Venice and the Cultural Imagination


Venice and the Cultural ImaginationIn the era of the Grand Tour, Venice was the cultural jewel in the crown of Europe and the epitome of decadence. Though visited by only the lucky few, its seductive charms were shared with those back home through the art and literature it inspired. A new collection of essays edited by Professor Michael O’Neill, Dr Mark Sandy and Dr Sarah Wootton explores how Venice has been represented in Western culture since 1800.

Charles Dickens once described Venice as a “strange Dream upon the water.” With its combination of shimmering canals, historic buildings, and aesthetic splendour, Venice is an artwork in its own right; yet it has also been a constant source of inspiration for generations of artists. Venice and the Cultural Imagination demonstrates how each period has attempted to reimagine and revitalise the city in different media, drawing on the legacy of earlier representations and styles.

“The city brings dwelling, history, aesthetics and commerce into intimate connection with the multiple, evanescent play of light upon watery surfaces.”
Introduction to Venice and the Cultural Imagination

For example, Mark Sandy shows how Thomas Mann’s 1912 novel Death in Venice represents the city in a kind of nightmarish vision. Mann’s apocalyptic representation draws on the Romantic poets Wordsworth, Byron and Shelley, and their depiction of the fallen Venetian republic.

As well as linking literary writers across the centuries, the book depicts the way in which literature intertwines with other art forms. Sarah Wootton shows how Henry James’s novel The Wings of a Dove was inspired by Renaissance painters such as Titian, which in turn influenced the contemporary film adaptation of his book. Rebecca White similarly looks at the work of the writer, Daphne DuMaurier, which treats Venice as a kind of prison of the mind – something adapted into Nicolas Roeg’s film version of her novel, Don’t Look Now.

Other contributions connect Shakespeare to Byron through their respective visions of Venice; examine Venice’s rich heritage of opera and song; and explore how the city was imagined in the paintings of J.M.W. Turner, the criticism of John Ruskin, works by Charles Dickens, and the poetry of Robert Browning.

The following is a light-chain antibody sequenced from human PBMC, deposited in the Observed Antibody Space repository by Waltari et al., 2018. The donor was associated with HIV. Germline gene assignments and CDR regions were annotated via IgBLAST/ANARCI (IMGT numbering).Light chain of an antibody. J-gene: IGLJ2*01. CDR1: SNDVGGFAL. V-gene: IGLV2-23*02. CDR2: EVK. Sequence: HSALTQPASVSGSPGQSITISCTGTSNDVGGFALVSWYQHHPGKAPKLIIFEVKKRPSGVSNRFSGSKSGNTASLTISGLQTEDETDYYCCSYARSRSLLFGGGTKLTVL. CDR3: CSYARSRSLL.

Finally, two essays examine how Venice was perceived by early twentieth-century writers. Jason Harding suggests that Ezra Pound and T.S. Eliot drew extensively on fragments of earlier literature to create their new forms of poetry. Their writings represented the city as having by now become “a labyrinth of memories,” a mere spectacle for vulgar Europeans and Americans. Similarly, Pamela Knights shows how Edith Wharton, who is today best-known for her novels, first established her career as a cultural observer. When writing about Venice, Wharton was contemptuous of American tourists, guidebooks in hand, whom she labelled as “mechanical sight-seers.”

For these later writers in particular, Venice exists in a kind of frozen splendour, embodying both a myth of cultural majesty and also decline and decadence. This is why, although Venice is the focal point of the book, the themes of the topic spread more widely. Venice offers a kind of case study that “takes us close to the heart of Anglo American and European cultural predicaments; if it entices artistic responses, it complicates thoughts about the role of the artist; it prompts but challenges the notion that civilization, culture, and art have lasting or restorative power.”

The rich history, economic decline and ongoing artistic imaginations of Venice made it a key stop on the Grand Tours of the Romantic period 200 years ago. This collection of essays helps us to understand why it remains a prominent destination today – but it also reminds that even such a compelling city needs continually to be reimagined by art, lest it be perceived in a hackneyed and frozen way.

(Venice and the Cultural Imagination grew out of a series of lectures organised for 2009-10 by the Department’s Romantic Legacies and Dialogues Research Group, in response to Durham’s Institute of Advanced Study’s annual theme for the year, on Water.)

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